Significance of Core Words
A decade ago, AAC systems gave users a few core words with a wide range of nouns. For example, the user was given the core word ‘like’ to use with several nouns such as ‘cookie’, ‘red’, ‘football’, ‘rose’, etc. This seemed to be enough for common communicative functions such as requesting. This approach, however, limited the communication ability of the user.
Current AAC strategies are based on the realization that teaching core words open up communication opportunities for the users. By understanding the usage of the word ‘like’, the user can use it in different settings and contexts. Focus on teaching core words gives the user greater communication autonomy, which is one of the fundamental goals of AAC.
Considerations in Teaching Core Words
We know that teaching core words to AAC users gives them more independence and expands the possibilities of communication. But, when it comes to implementing this strategy, SLPs and special educators are often scrambling to find suitable resources. This is because teaching core words is tougher than teaching nouns.
Most nouns are tangible and easier to understand for an AAC user who is learning to communicate. You can show a book to the child while teaching the word ‘book’. The child sees it, and hence can associate the word to the object. Nouns can also be better represented by pictures. This helps the child getting started with symbol-based AAC, easily identify the pictures and learn the corresponding nouns.
Core words are more abstract and not represented well by pictures. Adding to the complexity is the fact that core words can be used in multiple ways. For example, look at the word ‘give’ which has different meanings in each of the following usages.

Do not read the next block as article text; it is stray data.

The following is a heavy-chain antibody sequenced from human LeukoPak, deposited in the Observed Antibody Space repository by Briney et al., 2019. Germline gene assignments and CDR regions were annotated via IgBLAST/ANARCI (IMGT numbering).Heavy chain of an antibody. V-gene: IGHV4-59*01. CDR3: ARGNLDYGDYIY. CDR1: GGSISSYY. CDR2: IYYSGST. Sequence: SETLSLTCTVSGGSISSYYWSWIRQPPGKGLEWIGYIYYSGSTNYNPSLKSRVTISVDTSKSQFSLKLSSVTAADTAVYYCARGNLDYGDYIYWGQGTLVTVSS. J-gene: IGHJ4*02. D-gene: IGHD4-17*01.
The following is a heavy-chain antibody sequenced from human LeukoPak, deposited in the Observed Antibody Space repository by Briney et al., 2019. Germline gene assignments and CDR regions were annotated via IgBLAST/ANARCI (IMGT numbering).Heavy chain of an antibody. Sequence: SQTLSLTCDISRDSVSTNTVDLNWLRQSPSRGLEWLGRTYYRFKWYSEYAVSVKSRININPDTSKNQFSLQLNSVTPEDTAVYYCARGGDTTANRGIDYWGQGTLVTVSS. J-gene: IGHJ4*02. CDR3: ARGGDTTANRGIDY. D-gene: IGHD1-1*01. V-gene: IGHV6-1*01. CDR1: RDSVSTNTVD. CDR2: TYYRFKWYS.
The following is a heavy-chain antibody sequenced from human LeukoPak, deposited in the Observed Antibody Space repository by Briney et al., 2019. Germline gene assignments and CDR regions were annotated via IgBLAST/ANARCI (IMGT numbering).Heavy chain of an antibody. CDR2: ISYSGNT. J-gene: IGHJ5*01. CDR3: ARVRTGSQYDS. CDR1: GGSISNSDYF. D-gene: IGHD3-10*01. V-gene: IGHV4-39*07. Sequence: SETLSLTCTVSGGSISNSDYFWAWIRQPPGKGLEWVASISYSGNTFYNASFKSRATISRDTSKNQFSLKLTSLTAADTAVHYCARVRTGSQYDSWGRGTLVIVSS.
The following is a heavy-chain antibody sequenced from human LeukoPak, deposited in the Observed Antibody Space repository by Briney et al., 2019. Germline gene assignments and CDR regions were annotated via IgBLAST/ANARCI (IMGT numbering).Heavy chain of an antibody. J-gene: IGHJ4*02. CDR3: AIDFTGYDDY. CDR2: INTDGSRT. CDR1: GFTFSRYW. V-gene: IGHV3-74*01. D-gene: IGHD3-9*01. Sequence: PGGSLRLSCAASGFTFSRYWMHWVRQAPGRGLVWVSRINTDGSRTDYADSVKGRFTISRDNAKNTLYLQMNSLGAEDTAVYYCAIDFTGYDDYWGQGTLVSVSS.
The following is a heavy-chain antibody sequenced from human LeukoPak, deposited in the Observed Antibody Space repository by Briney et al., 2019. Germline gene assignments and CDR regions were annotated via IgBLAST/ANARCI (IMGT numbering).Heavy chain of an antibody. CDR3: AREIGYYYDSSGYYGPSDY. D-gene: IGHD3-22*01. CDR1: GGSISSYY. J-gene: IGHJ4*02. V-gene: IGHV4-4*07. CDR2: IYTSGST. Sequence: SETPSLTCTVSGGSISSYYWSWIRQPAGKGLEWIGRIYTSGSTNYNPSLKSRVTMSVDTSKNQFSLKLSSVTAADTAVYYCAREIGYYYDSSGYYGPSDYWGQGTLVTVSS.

Give – to present something to someone
Give up – surrender
Give out – be exhausted
Give it a shot – try
Give away – to give things for free
Teaching Core vocabulary – Best Practices
Here are a few things to keep in mind while teaching core words:
Choose an AAC system, such as Avaz app, that is designed such that core words are easily accessible. The user should not have to navigate a lot to access the words they use frequently. The AAC app should also allow for inclusion of a huge repository of words. A wider choice of vocabulary imposes fewer restrictions on communication. You can also use core vocabulary boards while getting started.
Neurotypical children learn language by listening to words spoken around them constantly. Similarly, an AAC user must be able to see people around them using the AAC system for communication. Modelling or Aided Language Stimulation is the practice of communication partners using AAC to show the user how it is done.
While teaching core words, it is important to model as often as possible. Mealtimes and play times are great opportunities for modelling core words. For example, you can teach the child the core word ‘more’, by asking, ‘Do you want more salad?’ You can say, ‘I think I would like more pasta’, and help yourself to another serving of pasta.
- Setting Realistic Goals
It takes neurotypical children several months of exposure to spoken language before they attempt to utter a word. So, be patient and confident that your child will be able to acquire core word skills with time. Do not get flustered over perceived delays. Comparing your child’s progress with that of another is a futile exercise. This is because each child has a different learning curve for these skills, depending on considerations like their cognitive abilities.
Since core words are difficult to teach and comprehend, your child may take a while to grasp the concept. So, you must ensure that you model consistently, and give them enough time. Remember to give them exposure to more words, as they begin to gain an understanding of the words you’ve been already teaching them. By giving AAC users access to an extensive core vocabulary, we equip them with the power of boundless expression!